Reducing the cost of capital for green projects
Public action and support can attract private investment by reducing the cost of capital of green growth
Green technologies are often earlier in the development stage and not always commercially viable, making them more expensive and riskier ventures. The incremental cost gap between conventional and green investments needs to be justified and filled, especially at the earlier stages in technology development. The private sector will continue to be an increasing source of green finance while the public sector has tended to fill the incremental green cost gap through policy-support mechanisms, such as feed-in tariffs and subsidies. In the longer term, sustaining such public-sector subsidies is questionable given the current economic climate.
Optimal financing structures on a sectoral basis will ultimately depend on the context. For example, for energy investment, debt provision from banks will play a larger role, while for transport-sector investment, the public sector will need to provide loss-absorbing equity. As such, the public sector can reduce the cost of capital and provide incentives to invest through proven interventions.
Reducing the cost of capital by providing loans (debt) is the most common source of finance for up-front and on-going project costs. Low-cost debt (concessional finance) from DFIs can provide debt at lower interest rates over a longer term compared with commercial bank loans and will play a significant role in distributing long-term green finance, particularly in developing countries.u Examples include the European Bank for Reconstruction and Development (Box 5) and the European Investment Bank. The European Investment Bank has dramatically increased its lending for wind and solar energy in particular in recent years and delivered 5.5 billion euros (about US$ 7.25 billion) in 2011. Energy efficiency is also a critical sector, attracting 1.3 billion euros (US$ 1.7 billion) of EIB’s lending in 2011. DFIs are also prominent in dispersing money from the Climate Investment Funds, which have been shown to mobilize significant amounts of co-financing from other sources (see Box 3 below), highlighting potential for scale-up.
The public sector has also provided loans through financial intermediaries such as commercial banks. This approach can increase the awareness and willingness to lend in newer or less-established markets. In Thailand, the government established a revolving fund (see Appendix 2) in 2002 to provide loans, grants and subsidies to promote energy efficiency. Commercial banks were able to use this funding for energy-efficiency project loans. This not only encouraged the banks to lend in an emerging market but additional finance was also mobilized towards the projects. Through the revolving fund, financial-sector capacity has increased in the energy sector, and loans that have been used to fund capital projects have resulted in reducing peak load energy by more than 500 megawatts.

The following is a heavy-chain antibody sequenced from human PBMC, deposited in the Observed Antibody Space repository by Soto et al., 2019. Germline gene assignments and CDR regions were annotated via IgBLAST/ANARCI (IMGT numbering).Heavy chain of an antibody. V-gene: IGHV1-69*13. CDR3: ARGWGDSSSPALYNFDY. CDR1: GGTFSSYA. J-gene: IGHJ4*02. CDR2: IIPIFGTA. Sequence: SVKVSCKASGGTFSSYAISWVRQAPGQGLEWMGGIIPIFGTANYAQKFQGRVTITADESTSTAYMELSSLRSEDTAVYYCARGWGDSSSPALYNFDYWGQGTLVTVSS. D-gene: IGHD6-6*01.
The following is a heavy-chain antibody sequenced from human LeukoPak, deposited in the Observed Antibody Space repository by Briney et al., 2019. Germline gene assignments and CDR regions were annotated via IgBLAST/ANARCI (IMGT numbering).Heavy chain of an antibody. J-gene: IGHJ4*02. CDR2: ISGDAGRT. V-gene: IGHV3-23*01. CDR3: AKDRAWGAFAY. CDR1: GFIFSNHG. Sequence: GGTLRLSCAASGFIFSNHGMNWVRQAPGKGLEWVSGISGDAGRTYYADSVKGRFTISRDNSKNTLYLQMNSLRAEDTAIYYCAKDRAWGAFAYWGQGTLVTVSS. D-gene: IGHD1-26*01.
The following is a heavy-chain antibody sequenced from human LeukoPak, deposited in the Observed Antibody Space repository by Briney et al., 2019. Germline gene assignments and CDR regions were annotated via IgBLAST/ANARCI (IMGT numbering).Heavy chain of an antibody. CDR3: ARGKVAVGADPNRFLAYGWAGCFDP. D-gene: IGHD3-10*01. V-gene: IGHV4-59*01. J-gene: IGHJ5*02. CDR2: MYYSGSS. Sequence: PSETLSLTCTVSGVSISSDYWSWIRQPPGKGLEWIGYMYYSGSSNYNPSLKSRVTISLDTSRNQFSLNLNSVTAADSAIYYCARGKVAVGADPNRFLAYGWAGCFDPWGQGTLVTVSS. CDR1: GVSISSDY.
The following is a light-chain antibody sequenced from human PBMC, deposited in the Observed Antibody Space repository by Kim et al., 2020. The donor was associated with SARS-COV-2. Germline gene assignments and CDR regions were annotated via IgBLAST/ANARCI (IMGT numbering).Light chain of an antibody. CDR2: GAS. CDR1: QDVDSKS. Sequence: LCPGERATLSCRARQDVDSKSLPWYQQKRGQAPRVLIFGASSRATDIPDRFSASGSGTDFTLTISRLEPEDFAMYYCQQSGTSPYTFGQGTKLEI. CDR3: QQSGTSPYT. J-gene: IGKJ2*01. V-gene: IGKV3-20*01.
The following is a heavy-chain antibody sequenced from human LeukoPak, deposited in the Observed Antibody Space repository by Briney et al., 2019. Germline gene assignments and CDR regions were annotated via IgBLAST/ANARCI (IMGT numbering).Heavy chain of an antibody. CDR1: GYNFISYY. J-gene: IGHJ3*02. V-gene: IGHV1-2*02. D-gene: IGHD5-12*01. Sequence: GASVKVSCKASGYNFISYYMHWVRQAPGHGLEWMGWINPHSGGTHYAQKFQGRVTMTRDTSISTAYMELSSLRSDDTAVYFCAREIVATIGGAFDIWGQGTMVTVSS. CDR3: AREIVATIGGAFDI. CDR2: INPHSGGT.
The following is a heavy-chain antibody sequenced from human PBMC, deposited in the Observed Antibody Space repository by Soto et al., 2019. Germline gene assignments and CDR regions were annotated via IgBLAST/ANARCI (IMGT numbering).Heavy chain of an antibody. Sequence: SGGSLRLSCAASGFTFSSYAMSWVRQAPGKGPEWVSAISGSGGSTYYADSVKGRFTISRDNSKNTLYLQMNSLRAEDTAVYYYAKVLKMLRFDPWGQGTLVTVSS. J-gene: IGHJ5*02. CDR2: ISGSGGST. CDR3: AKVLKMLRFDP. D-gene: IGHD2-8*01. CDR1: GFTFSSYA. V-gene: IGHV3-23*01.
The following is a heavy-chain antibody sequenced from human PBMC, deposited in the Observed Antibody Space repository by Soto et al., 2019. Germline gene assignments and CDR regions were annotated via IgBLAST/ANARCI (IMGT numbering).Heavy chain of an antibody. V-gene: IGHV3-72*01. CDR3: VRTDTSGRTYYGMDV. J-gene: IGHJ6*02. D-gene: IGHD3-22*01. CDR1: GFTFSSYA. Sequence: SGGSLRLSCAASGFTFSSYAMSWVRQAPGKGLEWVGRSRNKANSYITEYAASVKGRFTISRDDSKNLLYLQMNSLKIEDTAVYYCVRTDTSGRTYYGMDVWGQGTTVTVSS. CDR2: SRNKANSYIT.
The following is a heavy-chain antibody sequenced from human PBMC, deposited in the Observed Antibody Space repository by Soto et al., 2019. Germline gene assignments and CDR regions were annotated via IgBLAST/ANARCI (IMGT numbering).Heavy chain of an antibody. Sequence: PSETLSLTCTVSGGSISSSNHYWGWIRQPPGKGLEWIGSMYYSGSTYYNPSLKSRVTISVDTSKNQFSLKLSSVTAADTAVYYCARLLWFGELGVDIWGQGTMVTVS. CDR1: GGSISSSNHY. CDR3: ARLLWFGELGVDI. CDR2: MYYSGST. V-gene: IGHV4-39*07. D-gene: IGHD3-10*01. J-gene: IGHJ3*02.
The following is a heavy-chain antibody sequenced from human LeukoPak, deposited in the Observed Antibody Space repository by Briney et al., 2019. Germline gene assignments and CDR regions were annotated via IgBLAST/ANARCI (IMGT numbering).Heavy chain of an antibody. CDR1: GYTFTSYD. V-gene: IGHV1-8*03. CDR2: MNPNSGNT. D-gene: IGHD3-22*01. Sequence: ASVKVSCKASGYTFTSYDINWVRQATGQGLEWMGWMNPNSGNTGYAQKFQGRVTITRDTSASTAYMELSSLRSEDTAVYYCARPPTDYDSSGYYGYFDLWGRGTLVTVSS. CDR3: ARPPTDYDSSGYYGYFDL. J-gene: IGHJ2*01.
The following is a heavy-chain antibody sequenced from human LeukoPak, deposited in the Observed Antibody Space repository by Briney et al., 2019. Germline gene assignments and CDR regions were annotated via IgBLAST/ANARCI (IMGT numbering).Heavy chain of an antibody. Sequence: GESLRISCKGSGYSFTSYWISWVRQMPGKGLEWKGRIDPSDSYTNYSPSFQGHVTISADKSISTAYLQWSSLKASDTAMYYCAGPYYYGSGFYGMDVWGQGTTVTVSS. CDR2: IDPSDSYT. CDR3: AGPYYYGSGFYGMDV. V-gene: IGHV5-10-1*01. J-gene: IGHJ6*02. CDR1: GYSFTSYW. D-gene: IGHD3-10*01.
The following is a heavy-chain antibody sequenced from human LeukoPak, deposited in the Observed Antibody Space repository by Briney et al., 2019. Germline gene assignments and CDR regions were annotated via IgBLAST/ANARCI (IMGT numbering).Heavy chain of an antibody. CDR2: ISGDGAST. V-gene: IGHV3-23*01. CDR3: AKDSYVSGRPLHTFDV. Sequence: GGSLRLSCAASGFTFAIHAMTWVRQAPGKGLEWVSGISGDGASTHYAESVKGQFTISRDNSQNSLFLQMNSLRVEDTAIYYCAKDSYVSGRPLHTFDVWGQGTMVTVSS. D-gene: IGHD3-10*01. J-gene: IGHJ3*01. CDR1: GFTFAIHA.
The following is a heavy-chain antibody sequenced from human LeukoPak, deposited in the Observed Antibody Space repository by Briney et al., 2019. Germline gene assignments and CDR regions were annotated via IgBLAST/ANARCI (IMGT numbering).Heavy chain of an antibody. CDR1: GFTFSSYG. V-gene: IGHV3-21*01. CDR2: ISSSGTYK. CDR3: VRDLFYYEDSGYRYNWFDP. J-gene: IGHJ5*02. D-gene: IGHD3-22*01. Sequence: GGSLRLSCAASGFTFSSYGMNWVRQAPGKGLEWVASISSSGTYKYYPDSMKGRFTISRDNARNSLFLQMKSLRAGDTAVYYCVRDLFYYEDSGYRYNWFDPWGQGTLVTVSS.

Mezzanine financing can also help strengthen a project’s equity profile because of its lower repayment priority. Mezzanine finance provides a hybrid of equity and debt, and gives the lender rights to convert outstanding debt to equity. Dong Energy, for example, was one of the major investors in the UK Walney Offshore Windfarms case study (see Appendix 2). Dong Energy extended mezzanine lending facilities to other investors to help secure financing for the £1.3 billion (US$ 2.1 billion) project. DFIs have also been flagged as potential providers of hybrid equity products that could fill critical financing gaps for project developers in new markets.69 The Global Climate Partnership Fund, a public-private initiative, is an example of an innovative fund that provides mainly medium- and long-term financing for climate change mitigation projects, including mezzanine financing.v
Green bonds (Box 4 below) are another emerging source of finance, with an estimated market size of US$ 174 billion,70 which can also help reduce capital costs of green investment and close the cost gap.
Box 3: The Climate Investment Funds: progress from the one of the first clean investment funds
In September 2008, 10 leading industrialized nations pledged more than US$ 6.1 billion to finance two Climate Investment Trust Funds (CIFs): the Clean Technology Fund (CTF) and Strategic Climate Fund (SCF). The funds were designed to provide financing for climate-related investment to combat climate change. They are disbursed as grants, highly concessional loans and risk-mitigation instruments,71 and are administered through multilateral development banks (MDBs) such as the World Bank Group.
Clean Technology Fund
The CTF provides highly concessional financing targeted at large-scale, country-initiated low-carbon projects in the power sector (nearly two thirds of funding), the transport sector (~14% of funding) and for energy efficiency (~20% of funding). CTF funds have mobilized an estimated US$ 8 in co-financing for every dollar allocated from public sources (implying a ratio of 1:8).72 As of September 2012, nine donor nations had pledged US$ 4.8 billion to the CTF Trust Fund, and US$ 1.9 billion was approved for 28 projects in 18 countries. This has led to co-financing of US$ 16.4 billion, of which US$ 6.4 billion (40% of total co-financing) is from private sources, with the remaining co-finance provided by governments, multilateral financial institutions and carbon finance. Taking a leverage definition of CTF funding to private sources of co-financing only, the revised ratio is 1:3.3. A further 66 projects are awaiting approval of US$ 2.2 billion of funding, with expected additional co-financing of US$ 18.2 billion.73